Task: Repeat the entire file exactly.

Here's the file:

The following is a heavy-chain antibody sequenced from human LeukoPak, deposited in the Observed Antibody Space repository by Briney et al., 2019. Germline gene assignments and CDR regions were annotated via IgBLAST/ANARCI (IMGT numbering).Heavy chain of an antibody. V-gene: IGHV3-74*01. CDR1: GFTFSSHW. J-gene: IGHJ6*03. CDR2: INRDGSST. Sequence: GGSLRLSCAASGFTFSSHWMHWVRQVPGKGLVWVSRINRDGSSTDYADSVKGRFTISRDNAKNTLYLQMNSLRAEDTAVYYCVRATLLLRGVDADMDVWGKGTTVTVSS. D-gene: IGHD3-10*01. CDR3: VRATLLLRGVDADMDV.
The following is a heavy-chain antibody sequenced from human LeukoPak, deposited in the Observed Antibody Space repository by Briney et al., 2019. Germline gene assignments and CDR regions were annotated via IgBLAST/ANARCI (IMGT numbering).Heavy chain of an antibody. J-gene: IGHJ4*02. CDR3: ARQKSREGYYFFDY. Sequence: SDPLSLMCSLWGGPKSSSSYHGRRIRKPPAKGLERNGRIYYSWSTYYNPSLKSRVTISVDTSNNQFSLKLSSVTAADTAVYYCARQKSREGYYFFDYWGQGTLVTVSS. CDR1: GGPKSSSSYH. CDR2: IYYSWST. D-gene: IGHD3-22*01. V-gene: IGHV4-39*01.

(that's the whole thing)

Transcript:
The following is a heavy-chain antibody sequenced from human LeukoPak, deposited in the Observed Antibody Space repository by Briney et al., 2019. Germline gene assignments and CDR regions were annotated via IgBLAST/ANARCI (IMGT numbering).Heavy chain of an antibody. V-gene: IGHV3-74*01. CDR1: GFTFSSHW. J-gene: IGHJ6*03. CDR2: INRDGSST. Sequence: GGSLRLSCAASGFTFSSHWMHWVRQVPGKGLVWVSRINRDGSSTDYADSVKGRFTISRDNAKNTLYLQMNSLRAEDTAVYYCVRATLLLRGVDADMDVWGKGTTVTVSS. D-gene: IGHD3-10*01. CDR3: VRATLLLRGVDADMDV.
The following is a heavy-chain antibody sequenced from human LeukoPak, deposited in the Observed Antibody Space repository by Briney et al., 2019. Germline gene assignments and CDR regions were annotated via IgBLAST/ANARCI (IMGT numbering).Heavy chain of an antibody. J-gene: IGHJ4*02. CDR3: ARQKSREGYYFFDY. Sequence: SDPLSLMCSLWGGPKSSSSYHGRRIRKPPAKGLERNGRIYYSWSTYYNPSLKSRVTISVDTSNNQFSLKLSSVTAADTAVYYCARQKSREGYYFFDYWGQGTLVTVSS. CDR1: GGPKSSSSYH. CDR2: IYYSWST. D-gene: IGHD3-22*01. V-gene: IGHV4-39*01.